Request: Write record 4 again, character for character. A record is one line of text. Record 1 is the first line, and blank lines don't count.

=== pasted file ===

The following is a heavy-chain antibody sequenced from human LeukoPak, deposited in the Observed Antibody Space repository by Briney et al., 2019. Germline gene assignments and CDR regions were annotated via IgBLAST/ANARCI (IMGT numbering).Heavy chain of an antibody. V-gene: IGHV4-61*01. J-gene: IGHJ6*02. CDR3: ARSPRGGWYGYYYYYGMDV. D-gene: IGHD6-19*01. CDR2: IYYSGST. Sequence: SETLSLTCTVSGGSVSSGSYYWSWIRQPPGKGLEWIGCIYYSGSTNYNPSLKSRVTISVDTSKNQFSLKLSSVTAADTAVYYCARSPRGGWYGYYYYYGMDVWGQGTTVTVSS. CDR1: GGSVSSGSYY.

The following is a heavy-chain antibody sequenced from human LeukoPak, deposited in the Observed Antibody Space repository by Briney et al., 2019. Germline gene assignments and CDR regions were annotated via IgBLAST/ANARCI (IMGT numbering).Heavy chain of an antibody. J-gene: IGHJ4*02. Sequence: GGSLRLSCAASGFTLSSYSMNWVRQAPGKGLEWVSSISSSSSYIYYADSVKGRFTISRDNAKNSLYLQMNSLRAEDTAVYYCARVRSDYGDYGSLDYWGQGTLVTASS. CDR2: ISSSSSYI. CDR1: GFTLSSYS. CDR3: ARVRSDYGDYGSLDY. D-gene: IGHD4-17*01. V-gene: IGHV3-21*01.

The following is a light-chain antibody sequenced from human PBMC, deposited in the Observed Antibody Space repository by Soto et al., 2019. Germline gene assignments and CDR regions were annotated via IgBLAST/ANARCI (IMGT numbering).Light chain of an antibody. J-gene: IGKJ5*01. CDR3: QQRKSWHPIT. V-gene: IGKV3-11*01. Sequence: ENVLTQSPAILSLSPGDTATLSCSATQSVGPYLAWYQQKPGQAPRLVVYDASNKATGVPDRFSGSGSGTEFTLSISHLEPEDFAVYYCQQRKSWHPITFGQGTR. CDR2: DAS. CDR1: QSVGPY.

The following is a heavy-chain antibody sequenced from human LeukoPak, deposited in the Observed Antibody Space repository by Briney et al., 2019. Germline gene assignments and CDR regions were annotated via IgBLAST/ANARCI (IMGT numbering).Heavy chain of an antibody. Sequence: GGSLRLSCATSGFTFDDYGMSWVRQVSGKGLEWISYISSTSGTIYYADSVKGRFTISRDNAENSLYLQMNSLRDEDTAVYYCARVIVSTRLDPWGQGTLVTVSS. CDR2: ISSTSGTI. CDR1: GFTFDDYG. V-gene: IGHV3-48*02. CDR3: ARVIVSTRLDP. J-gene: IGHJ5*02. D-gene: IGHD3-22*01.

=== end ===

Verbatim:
The following is a heavy-chain antibody sequenced from human LeukoPak, deposited in the Observed Antibody Space repository by Briney et al., 2019. Germline gene assignments and CDR regions were annotated via IgBLAST/ANARCI (IMGT numbering).Heavy chain of an antibody. Sequence: GGSLRLSCATSGFTFDDYGMSWVRQVSGKGLEWISYISSTSGTIYYADSVKGRFTISRDNAENSLYLQMNSLRDEDTAVYYCARVIVSTRLDPWGQGTLVTVSS. CDR2: ISSTSGTI. CDR1: GFTFDDYG. V-gene: IGHV3-48*02. CDR3: ARVIVSTRLDP. J-gene: IGHJ5*02. D-gene: IGHD3-22*01.